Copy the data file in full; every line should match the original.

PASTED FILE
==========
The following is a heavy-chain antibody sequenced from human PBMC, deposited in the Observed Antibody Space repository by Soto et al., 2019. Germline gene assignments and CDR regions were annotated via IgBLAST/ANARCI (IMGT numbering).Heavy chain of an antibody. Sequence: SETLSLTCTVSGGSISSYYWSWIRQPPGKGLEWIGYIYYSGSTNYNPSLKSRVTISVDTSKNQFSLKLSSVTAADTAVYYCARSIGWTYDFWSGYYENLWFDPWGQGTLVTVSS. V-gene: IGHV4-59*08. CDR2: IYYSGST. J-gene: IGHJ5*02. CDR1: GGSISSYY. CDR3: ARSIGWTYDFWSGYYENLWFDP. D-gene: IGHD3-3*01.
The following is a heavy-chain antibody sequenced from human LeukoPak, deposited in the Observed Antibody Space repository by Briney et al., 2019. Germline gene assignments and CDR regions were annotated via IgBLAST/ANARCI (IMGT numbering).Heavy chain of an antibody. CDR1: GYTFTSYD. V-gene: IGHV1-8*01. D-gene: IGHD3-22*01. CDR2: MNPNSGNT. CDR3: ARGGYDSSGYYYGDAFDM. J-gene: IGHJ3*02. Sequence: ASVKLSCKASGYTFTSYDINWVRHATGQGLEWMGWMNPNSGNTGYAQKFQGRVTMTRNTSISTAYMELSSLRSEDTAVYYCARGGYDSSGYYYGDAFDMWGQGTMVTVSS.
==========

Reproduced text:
The following is a heavy-chain antibody sequenced from human PBMC, deposited in the Observed Antibody Space repository by Soto et al., 2019. Germline gene assignments and CDR regions were annotated via IgBLAST/ANARCI (IMGT numbering).Heavy chain of an antibody. Sequence: SETLSLTCTVSGGSISSYYWSWIRQPPGKGLEWIGYIYYSGSTNYNPSLKSRVTISVDTSKNQFSLKLSSVTAADTAVYYCARSIGWTYDFWSGYYENLWFDPWGQGTLVTVSS. V-gene: IGHV4-59*08. CDR2: IYYSGST. J-gene: IGHJ5*02. CDR1: GGSISSYY. CDR3: ARSIGWTYDFWSGYYENLWFDP. D-gene: IGHD3-3*01.
The following is a heavy-chain antibody sequenced from human LeukoPak, deposited in the Observed Antibody Space repository by Briney et al., 2019. Germline gene assignments and CDR regions were annotated via IgBLAST/ANARCI (IMGT numbering).Heavy chain of an antibody. CDR1: GYTFTSYD. V-gene: IGHV1-8*01. D-gene: IGHD3-22*01. CDR2: MNPNSGNT. CDR3: ARGGYDSSGYYYGDAFDM. J-gene: IGHJ3*02. Sequence: ASVKLSCKASGYTFTSYDINWVRHATGQGLEWMGWMNPNSGNTGYAQKFQGRVTMTRNTSISTAYMELSSLRSEDTAVYYCARGGYDSSGYYYGDAFDMWGQGTMVTVSS.